ASIC’s latest regulatory guidance update set out for investors wanting to take collection active against the companies they invest in has become clearer and easier after some tweaks were made following consultation with industry.
Collective action in this context involves investors in a company joining forces to make changes or actively discuss problems. The action may include talks, meetings, voting, and involve the company board.
Investor engagement is an important element in running a company, particularly as size becomes a factor, with investor influence actually increasing the value of companies in several ways without having to go against the underlying principles of a takeover and substantial holdings provisions.
Submissions were made by at least seven organisations, including AustralianSuper, the Australian Council of Superannuation Investors, and the Law Council of Australia.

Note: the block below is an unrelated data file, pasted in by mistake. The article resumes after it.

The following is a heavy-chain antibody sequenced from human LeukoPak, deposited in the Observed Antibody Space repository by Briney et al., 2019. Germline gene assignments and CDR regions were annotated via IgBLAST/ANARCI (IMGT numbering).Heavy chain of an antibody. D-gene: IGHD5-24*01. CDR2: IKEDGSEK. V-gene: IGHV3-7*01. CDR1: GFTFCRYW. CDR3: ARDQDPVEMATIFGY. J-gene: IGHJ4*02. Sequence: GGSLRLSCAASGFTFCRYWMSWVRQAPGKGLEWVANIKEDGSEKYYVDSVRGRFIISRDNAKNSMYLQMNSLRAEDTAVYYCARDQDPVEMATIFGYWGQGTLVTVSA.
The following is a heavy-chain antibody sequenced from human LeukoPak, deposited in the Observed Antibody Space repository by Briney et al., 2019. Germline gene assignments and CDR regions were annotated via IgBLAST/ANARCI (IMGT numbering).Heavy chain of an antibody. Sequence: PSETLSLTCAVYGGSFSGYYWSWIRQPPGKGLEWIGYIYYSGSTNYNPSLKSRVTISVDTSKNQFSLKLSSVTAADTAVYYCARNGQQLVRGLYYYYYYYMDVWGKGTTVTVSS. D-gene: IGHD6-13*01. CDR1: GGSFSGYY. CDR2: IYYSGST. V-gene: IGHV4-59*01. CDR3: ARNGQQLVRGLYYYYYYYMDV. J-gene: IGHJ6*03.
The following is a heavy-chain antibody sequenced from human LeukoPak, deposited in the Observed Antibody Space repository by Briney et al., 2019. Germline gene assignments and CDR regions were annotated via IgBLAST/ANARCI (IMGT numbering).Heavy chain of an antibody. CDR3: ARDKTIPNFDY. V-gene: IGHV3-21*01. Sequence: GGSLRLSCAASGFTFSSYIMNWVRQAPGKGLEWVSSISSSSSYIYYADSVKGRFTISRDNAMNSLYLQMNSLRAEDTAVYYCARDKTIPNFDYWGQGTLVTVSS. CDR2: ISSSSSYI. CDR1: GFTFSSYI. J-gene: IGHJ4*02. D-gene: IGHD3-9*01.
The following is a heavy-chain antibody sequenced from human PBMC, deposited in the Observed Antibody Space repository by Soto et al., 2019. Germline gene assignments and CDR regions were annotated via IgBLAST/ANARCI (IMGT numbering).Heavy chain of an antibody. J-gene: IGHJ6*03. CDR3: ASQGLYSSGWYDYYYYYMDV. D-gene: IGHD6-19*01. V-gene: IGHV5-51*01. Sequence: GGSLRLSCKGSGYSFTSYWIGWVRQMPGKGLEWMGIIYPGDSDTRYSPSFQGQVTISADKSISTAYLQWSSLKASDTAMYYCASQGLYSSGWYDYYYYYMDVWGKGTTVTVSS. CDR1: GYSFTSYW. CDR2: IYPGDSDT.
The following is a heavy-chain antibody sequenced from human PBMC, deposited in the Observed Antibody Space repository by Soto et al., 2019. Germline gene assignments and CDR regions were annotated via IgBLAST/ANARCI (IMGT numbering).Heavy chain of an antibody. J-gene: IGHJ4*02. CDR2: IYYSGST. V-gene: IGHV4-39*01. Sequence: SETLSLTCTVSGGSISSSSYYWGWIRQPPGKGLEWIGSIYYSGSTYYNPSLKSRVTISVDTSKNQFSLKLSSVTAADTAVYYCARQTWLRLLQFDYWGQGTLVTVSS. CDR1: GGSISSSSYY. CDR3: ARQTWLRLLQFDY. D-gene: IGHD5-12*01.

Guide 128 (Collective action by investors) has been formulated after a consultative process undertaken in February 2015, however is still in draft format.
The guidance includes:
- examples of where certain types of conduct will trigger the takeover and substantial holdings provisions;
- ASIC’s approach to enforcing the provisions as it refers to collective action by investors – is the behaviour control-seeking or promoting good corporate governance?; and
- an overview of legal and regulatory issues that may arise in the process of investor action or engagement.
Changes in this policy update include a discontinuation of a class order relief that allowed facilitated voting agreements between institutional investors, with the removal due to the general absence of this form of engagement of entities and institutional investors.